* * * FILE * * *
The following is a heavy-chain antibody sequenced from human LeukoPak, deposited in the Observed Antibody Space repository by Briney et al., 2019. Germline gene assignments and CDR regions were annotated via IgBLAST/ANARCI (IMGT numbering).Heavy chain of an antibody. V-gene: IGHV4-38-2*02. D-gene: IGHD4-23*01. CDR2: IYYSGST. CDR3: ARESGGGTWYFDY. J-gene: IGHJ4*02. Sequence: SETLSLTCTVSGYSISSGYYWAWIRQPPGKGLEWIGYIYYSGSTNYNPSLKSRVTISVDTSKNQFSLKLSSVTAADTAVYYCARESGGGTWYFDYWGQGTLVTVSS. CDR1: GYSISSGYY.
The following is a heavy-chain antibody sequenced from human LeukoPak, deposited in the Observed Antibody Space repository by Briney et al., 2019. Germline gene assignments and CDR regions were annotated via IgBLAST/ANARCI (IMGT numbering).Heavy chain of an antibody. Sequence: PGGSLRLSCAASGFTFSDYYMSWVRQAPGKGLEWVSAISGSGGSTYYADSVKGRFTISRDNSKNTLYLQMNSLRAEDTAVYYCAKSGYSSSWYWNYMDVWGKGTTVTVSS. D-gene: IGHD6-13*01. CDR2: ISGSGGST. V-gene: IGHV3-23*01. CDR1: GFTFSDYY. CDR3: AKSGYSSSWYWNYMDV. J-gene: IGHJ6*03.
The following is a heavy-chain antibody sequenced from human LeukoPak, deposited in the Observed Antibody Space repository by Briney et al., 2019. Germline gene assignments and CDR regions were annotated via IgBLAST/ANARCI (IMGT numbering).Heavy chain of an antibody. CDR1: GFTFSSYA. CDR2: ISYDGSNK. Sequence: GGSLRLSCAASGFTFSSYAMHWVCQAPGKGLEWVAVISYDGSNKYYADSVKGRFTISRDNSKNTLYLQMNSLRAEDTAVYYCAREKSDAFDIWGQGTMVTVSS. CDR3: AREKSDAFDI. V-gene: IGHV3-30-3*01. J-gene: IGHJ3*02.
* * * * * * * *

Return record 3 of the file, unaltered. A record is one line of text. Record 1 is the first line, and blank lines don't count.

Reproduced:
The following is a heavy-chain antibody sequenced from human LeukoPak, deposited in the Observed Antibody Space repository by Briney et al., 2019. Germline gene assignments and CDR regions were annotated via IgBLAST/ANARCI (IMGT numbering).Heavy chain of an antibody. CDR1: GFTFSSYA. CDR2: ISYDGSNK. Sequence: GGSLRLSCAASGFTFSSYAMHWVCQAPGKGLEWVAVISYDGSNKYYADSVKGRFTISRDNSKNTLYLQMNSLRAEDTAVYYCAREKSDAFDIWGQGTMVTVSS. CDR3: AREKSDAFDI. V-gene: IGHV3-30-3*01. J-gene: IGHJ3*02.